Alleged Libyan rape victim Iman al-Obaidi was deported from Qatar "against her will" on Thursday and sent to the rebel-held east of Libya, the office of United Nations High Commissioner for Refugees said.

Obaidi burst into a Tripoli hotel where foreign journalists were staying in March, saying she had been repeatedly raped by militia members loyal to Libyan leader Moammar Gaddafi.

After being briefly detained by Libyan authorities, she eventually fled the country and, having been granted refugee status by the U.N, was living in a hotel in Qatar while she awaited resettlement to a third country. But she then apparently fell out of favor with Libyan rebels now in Qatar for criticising them.

"Last evening Qatari authorities notified her she would be sent back to Benghazi by military plane… and at 6:15 a.m. Washington D.C. time, she was flown back to Benghazi with her parents," said Vincent Cochetel, UNHCR regional representative in Washington.

"She felt it was not the right time for her to go back," he added. "We are very concerned about her future, we are very concerned about her security."

Iman al-Obaidi is seen in Tripoli in this Saturday March 26, 2011 file photo , after storming into a hotel's breakfast room to show her wounds to foreign media. (Jerome Delay/AP)

Cochetel said Obaidi had been deported "by force, by military personnel," after making it “crystal clear” she did not want to return. UNHCR had sent an official to protect her, but he had not been able to prevent the deportation.

Nancy Holohan, a San Francisco woman who was involved in a Facebook campaign to free Obaidi from detention in Libya and then became a friend over the course of many Skype conversations, said Obaidi was "terrified" about the idea of returning to Libya.

"She told me over and over again that she didn't feel safe going back, that she was in fear for her life," she said.

In the past, Obaidi has complained of receiving death threats from Gaddafi loyalists, and Libyan government officials are uniformly hostile to her, repeatedly alleging she is a prostitute.

Obaidi had been under pressure from the rebels to return to her home country for some time, and had come under fire for complaining about the lack of support she had received from the rebels and in particular from rebel official Mahmoud Shammam in Doha.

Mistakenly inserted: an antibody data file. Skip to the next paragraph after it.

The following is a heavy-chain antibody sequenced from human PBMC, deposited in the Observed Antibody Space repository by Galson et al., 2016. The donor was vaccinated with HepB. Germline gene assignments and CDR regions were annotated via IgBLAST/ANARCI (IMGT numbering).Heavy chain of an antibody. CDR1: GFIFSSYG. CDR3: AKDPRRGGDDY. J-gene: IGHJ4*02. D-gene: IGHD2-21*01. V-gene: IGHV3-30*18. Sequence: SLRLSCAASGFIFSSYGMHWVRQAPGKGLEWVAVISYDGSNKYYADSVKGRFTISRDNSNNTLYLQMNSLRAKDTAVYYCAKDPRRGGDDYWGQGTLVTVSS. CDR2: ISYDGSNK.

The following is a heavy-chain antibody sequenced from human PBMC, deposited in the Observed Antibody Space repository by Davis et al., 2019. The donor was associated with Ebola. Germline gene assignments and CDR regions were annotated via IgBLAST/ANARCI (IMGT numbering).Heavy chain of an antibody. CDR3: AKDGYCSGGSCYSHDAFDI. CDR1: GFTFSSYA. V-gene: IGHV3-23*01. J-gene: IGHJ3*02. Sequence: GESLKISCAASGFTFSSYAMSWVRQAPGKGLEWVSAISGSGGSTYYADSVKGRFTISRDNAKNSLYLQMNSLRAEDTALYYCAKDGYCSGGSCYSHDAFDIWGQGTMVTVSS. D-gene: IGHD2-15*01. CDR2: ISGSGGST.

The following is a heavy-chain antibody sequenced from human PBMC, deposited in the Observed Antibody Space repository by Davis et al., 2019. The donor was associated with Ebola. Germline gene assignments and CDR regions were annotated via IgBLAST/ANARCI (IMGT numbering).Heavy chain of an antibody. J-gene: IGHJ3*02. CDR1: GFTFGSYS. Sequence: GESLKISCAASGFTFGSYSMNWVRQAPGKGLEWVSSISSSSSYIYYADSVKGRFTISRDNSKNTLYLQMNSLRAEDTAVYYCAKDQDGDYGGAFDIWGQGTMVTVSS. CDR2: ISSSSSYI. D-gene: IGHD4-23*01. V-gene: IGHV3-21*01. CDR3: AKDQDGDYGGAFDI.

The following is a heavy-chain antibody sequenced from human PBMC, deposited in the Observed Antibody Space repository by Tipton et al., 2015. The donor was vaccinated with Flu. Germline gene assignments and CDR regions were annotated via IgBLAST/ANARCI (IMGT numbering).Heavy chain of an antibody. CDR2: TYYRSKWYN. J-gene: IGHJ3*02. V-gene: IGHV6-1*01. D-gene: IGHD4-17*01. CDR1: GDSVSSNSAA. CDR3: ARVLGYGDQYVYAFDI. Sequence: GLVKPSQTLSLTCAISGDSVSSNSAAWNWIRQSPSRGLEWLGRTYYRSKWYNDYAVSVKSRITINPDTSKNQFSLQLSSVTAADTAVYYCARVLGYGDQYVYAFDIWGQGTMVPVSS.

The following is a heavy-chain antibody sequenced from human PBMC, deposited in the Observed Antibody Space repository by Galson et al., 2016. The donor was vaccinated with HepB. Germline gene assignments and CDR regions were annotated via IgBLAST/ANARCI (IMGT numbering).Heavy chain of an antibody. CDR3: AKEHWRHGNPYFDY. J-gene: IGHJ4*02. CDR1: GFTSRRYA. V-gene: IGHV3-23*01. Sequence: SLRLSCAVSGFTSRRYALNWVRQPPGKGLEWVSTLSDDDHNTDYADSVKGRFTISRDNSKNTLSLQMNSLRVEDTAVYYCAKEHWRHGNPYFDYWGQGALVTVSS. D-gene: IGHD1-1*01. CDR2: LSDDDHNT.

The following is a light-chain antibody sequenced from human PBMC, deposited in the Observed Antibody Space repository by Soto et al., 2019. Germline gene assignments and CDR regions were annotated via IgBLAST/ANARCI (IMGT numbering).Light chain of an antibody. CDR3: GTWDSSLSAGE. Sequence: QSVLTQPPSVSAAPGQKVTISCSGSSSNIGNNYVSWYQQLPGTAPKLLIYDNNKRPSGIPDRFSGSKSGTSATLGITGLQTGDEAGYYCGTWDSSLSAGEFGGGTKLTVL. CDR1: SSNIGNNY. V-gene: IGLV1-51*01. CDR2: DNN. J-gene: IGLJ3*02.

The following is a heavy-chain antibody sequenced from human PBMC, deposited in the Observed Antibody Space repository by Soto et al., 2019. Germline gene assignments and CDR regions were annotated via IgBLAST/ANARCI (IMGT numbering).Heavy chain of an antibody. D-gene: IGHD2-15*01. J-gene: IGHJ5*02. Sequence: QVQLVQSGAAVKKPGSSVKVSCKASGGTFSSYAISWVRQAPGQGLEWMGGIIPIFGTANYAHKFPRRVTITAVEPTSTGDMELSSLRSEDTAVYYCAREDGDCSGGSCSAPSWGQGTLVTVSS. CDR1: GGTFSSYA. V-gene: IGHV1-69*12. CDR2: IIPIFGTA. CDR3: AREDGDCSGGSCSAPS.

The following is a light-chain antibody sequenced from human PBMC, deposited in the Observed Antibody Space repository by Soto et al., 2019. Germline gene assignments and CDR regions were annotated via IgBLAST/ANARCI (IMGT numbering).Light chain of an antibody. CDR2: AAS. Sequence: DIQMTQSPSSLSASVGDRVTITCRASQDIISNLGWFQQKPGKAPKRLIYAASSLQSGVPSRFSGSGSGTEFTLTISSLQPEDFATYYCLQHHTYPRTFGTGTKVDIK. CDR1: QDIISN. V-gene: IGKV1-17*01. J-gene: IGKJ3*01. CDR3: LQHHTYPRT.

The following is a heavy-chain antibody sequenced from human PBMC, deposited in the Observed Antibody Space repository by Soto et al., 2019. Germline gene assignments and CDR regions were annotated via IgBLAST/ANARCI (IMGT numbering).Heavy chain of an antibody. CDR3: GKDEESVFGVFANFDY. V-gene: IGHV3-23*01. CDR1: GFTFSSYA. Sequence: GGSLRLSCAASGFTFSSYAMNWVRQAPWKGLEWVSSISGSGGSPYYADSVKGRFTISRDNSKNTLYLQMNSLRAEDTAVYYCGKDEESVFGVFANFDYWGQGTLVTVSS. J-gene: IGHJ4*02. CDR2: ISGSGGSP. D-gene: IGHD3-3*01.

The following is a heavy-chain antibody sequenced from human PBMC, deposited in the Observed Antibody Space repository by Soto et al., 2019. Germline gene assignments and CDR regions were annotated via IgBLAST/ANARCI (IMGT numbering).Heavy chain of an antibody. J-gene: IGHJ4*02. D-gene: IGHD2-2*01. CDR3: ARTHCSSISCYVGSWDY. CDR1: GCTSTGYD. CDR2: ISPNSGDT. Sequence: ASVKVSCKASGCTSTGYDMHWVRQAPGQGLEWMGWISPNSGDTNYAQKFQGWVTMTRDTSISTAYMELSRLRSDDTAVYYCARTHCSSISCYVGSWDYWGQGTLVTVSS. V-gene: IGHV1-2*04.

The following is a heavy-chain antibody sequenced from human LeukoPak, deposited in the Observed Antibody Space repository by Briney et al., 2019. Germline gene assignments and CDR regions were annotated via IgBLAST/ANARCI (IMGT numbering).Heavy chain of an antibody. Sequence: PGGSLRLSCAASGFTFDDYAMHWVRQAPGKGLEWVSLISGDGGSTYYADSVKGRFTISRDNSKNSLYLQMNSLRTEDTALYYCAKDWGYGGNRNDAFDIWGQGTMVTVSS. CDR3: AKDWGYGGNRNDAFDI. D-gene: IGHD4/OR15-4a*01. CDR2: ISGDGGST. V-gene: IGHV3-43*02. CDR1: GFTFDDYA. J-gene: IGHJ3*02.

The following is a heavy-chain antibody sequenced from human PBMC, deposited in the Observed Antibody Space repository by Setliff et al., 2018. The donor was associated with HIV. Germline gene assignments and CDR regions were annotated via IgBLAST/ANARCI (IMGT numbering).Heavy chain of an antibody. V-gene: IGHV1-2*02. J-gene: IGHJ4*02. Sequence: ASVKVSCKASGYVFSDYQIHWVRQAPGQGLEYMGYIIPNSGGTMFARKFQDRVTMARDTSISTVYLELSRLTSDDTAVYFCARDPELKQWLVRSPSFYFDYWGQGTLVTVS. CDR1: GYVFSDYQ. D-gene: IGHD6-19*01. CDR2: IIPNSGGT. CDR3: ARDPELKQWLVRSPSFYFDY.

“Mahmoud Shammam had been giving her a hard time,” said Mohamed Ali, an official from the city council of the rebel-held city of Misurata, who is now based in Doha. “It is very counterproductive what Shammam has done.”

Another official, who declined to be named because of the sensitive nature of the subject, said the rebels had asked the Qatari authorities to send her home. Qatar has been a major backer of the Libyan rebel movement.

Holohan said Obaidi had received a cash gift from the Emir of Qatar to spend on shopping, but in recent days her privileges had gradually been withdrawn in the hotel where she was staying.

She had not been allowed to use the gym, and the security guard deployed to protect her had been withdrawn from outside her door. She spent almost the entire day in her room, Holohan said. “She was lonely and afraid, and very anxious.”

Holohan said Obaidi had her heart set on moving to San Francisco.

Separately, at least 200 migrants seeking to cross the Mediterranean from Libya to Europe are missing after a fishing boat carrying them sank off the coast of Tunisia in a storm, the official Tunisian news agency reported Thursday.

The boat was believed to have set sail from Libya and was en route to Italy with an estimated 800 would-be immigrants from sub-Saharan Africa and Asia on board, including women and children, the report said.

Some 570 passengers were rescued by the Tunisian coast guard and army throughout Wednesday.